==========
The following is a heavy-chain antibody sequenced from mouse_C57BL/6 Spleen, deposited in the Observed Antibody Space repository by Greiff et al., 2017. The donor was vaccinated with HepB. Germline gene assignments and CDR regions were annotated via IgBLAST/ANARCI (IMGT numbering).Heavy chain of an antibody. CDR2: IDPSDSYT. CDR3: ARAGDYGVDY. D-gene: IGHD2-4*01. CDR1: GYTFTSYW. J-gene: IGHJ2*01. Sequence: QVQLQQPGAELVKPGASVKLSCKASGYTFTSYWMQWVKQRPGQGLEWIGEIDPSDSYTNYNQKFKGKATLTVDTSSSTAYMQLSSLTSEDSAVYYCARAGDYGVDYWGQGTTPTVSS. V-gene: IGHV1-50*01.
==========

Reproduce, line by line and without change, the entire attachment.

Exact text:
The following is a heavy-chain antibody sequenced from mouse_C57BL/6 Spleen, deposited in the Observed Antibody Space repository by Greiff et al., 2017. The donor was vaccinated with HepB. Germline gene assignments and CDR regions were annotated via IgBLAST/ANARCI (IMGT numbering).Heavy chain of an antibody. CDR2: IDPSDSYT. CDR3: ARAGDYGVDY. D-gene: IGHD2-4*01. CDR1: GYTFTSYW. J-gene: IGHJ2*01. Sequence: QVQLQQPGAELVKPGASVKLSCKASGYTFTSYWMQWVKQRPGQGLEWIGEIDPSDSYTNYNQKFKGKATLTVDTSSSTAYMQLSSLTSEDSAVYYCARAGDYGVDYWGQGTTPTVSS. V-gene: IGHV1-50*01.